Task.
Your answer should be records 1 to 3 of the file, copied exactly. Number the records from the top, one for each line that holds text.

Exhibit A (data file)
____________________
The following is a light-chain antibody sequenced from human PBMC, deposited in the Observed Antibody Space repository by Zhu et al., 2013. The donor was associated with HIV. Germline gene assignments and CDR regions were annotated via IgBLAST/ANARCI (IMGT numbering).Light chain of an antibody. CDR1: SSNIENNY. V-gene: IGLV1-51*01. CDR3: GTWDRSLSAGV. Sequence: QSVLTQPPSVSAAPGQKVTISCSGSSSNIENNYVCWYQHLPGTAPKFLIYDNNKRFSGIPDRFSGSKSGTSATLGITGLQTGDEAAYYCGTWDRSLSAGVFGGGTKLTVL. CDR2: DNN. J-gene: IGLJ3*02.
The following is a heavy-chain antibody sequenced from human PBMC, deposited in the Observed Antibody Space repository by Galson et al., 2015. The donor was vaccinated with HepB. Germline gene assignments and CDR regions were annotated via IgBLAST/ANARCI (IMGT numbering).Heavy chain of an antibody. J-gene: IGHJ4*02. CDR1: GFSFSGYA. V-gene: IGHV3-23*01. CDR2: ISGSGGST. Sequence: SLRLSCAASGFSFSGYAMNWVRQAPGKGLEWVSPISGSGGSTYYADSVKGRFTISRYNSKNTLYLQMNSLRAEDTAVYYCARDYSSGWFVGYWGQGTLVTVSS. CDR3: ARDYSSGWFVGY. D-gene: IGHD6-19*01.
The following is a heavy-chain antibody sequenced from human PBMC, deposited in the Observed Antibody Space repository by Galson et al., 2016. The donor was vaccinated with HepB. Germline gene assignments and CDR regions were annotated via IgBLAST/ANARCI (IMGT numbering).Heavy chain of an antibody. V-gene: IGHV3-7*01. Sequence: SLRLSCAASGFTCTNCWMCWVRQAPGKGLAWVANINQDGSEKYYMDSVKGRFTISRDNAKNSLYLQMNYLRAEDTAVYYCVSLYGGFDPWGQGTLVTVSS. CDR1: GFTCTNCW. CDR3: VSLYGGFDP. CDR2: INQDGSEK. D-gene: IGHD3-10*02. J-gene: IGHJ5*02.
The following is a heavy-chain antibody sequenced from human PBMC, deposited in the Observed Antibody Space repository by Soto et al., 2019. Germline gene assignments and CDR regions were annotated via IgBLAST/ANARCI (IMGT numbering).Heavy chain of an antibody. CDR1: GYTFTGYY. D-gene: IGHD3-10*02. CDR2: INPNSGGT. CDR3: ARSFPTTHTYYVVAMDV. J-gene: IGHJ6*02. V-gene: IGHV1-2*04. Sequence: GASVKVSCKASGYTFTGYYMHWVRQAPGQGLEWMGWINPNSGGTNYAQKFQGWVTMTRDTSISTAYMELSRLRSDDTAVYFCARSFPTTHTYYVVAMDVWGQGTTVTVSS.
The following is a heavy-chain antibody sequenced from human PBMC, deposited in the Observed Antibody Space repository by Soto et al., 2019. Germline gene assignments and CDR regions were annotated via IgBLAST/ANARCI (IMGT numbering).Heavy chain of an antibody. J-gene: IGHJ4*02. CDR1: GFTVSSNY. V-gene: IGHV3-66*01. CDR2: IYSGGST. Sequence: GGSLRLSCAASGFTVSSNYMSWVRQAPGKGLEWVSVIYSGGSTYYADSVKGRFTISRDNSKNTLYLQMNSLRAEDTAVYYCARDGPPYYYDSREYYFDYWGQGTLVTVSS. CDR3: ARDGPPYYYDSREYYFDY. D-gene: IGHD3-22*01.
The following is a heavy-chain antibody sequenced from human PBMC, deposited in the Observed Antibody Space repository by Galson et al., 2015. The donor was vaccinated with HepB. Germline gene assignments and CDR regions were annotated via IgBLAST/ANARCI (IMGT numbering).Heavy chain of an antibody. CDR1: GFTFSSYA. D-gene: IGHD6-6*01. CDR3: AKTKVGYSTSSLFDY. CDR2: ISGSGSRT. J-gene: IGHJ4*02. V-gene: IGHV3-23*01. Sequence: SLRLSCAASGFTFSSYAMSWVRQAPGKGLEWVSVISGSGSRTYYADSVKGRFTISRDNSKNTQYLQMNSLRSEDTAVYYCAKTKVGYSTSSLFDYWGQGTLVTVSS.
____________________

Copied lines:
The following is a light-chain antibody sequenced from human PBMC, deposited in the Observed Antibody Space repository by Zhu et al., 2013. The donor was associated with HIV. Germline gene assignments and CDR regions were annotated via IgBLAST/ANARCI (IMGT numbering).Light chain of an antibody. CDR1: SSNIENNY. V-gene: IGLV1-51*01. CDR3: GTWDRSLSAGV. Sequence: QSVLTQPPSVSAAPGQKVTISCSGSSSNIENNYVCWYQHLPGTAPKFLIYDNNKRFSGIPDRFSGSKSGTSATLGITGLQTGDEAAYYCGTWDRSLSAGVFGGGTKLTVL. CDR2: DNN. J-gene: IGLJ3*02.
The following is a heavy-chain antibody sequenced from human PBMC, deposited in the Observed Antibody Space repository by Galson et al., 2015. The donor was vaccinated with HepB. Germline gene assignments and CDR regions were annotated via IgBLAST/ANARCI (IMGT numbering).Heavy chain of an antibody. J-gene: IGHJ4*02. CDR1: GFSFSGYA. V-gene: IGHV3-23*01. CDR2: ISGSGGST. Sequence: SLRLSCAASGFSFSGYAMNWVRQAPGKGLEWVSPISGSGGSTYYADSVKGRFTISRYNSKNTLYLQMNSLRAEDTAVYYCARDYSSGWFVGYWGQGTLVTVSS. CDR3: ARDYSSGWFVGY. D-gene: IGHD6-19*01.
The following is a heavy-chain antibody sequenced from human PBMC, deposited in the Observed Antibody Space repository by Galson et al., 2016. The donor was vaccinated with HepB. Germline gene assignments and CDR regions were annotated via IgBLAST/ANARCI (IMGT numbering).Heavy chain of an antibody. V-gene: IGHV3-7*01. Sequence: SLRLSCAASGFTCTNCWMCWVRQAPGKGLAWVANINQDGSEKYYMDSVKGRFTISRDNAKNSLYLQMNYLRAEDTAVYYCVSLYGGFDPWGQGTLVTVSS. CDR1: GFTCTNCW. CDR3: VSLYGGFDP. CDR2: INQDGSEK. D-gene: IGHD3-10*02. J-gene: IGHJ5*02.